LIESMAN: Neel, allow me to just comment that “the Bank of Japan is doing it” is not the best recommendation you could possibly give to a monetary policy. (Laughter.) But that’s just my editorial insertion right there.
KASHKARI: Well, in defense of Japan, it’s interesting. Japan has overall slow economic growth, but per worker they’re growing just as fast as America. And so Japan’s biggest problem is a demographic problem. And, you know, is monetary policy the right tool to address a demographic problem? Probably not.
LIESMAN: I did want to push back a little bit on inflation only because there seemed to be separate views on this, 1.6, 1.7 on a 2 percent goal and a twenty-one-trillion-dollar economy, you’re not really missing by that much. Why is missing by three-tenths or four-tenths a cause or a call for action on monetary policy?
KASHKARI: If we were missing sometimes to the downside by three or four-tenths and sometimes to the upside by three or four-tenths, I would agree with you. But when we’ve said we have a symmetric inflation target, so inflation could be a little bit above or a little bit below—it’s not a ceiling, officially it’s not a ceiling—and we miss below for ten years in a row, right, we’re doing something wrong and we need to address that.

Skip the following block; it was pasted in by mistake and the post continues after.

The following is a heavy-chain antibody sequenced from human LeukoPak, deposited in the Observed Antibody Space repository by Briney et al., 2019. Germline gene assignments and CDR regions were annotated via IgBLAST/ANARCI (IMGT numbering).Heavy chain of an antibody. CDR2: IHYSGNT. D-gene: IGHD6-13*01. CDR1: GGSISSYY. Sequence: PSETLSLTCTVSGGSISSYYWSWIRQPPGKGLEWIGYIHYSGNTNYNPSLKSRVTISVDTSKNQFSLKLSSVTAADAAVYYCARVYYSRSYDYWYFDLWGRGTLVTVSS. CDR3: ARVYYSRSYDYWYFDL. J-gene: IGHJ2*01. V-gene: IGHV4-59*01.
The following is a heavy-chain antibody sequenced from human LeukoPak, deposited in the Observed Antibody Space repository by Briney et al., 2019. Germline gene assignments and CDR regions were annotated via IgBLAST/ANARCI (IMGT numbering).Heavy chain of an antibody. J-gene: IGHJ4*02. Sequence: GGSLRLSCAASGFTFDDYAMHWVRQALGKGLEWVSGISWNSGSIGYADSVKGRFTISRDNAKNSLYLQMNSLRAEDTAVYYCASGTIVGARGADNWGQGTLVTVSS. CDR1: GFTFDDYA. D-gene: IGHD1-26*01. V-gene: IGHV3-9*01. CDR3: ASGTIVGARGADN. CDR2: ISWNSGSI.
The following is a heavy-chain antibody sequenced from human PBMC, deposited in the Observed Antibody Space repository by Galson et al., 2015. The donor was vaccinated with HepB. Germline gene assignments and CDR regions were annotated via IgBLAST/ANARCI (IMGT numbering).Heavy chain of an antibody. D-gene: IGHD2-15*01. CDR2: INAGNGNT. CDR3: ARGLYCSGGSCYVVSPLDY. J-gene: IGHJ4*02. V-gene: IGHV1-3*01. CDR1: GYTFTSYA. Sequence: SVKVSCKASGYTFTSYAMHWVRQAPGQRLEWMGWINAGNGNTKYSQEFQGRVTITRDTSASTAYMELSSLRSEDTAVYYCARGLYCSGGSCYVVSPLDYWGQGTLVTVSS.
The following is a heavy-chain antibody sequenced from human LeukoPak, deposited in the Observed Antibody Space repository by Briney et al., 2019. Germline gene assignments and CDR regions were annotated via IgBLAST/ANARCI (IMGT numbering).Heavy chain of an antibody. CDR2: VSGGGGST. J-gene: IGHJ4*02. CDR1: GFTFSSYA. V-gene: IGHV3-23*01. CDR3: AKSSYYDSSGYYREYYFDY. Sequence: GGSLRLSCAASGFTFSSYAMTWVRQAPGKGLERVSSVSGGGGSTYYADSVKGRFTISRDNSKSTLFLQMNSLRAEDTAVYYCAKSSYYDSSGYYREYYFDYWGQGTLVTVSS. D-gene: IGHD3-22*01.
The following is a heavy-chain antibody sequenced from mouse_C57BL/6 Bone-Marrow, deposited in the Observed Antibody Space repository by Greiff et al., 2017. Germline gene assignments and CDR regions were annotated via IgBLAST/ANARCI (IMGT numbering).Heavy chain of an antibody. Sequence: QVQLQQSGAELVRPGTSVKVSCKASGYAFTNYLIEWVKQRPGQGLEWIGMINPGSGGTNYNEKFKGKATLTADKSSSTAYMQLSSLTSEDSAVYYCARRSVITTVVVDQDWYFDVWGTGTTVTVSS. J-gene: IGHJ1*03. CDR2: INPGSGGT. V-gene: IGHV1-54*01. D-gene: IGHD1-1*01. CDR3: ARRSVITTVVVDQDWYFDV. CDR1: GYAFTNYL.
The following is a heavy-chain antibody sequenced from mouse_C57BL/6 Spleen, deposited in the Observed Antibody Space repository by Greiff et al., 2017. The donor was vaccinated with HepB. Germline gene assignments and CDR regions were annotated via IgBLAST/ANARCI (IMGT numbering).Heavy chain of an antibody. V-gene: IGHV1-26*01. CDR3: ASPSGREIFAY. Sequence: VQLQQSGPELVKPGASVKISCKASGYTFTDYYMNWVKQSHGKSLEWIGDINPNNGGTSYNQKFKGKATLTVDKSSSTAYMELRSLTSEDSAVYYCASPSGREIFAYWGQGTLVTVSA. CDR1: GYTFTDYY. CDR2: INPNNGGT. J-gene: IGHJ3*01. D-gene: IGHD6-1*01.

LIESMAN: And what is it you’re doing wrong and how will lower rates address that inflation issue?
KASHKARI: I think we’ve done a couple of things. One is I think we’ve misread the labor market. Even I, I’ve been probably the most dovish, even I have been surprised how many more Americans out there it turned out wanted to work, and we don’t know how many more are yet out there because that headline unemployment rate only includes people actively looking for work. It turns out there’s this shadow supply of labor that we didn’t really understand. So there may be more slack than we appreciate.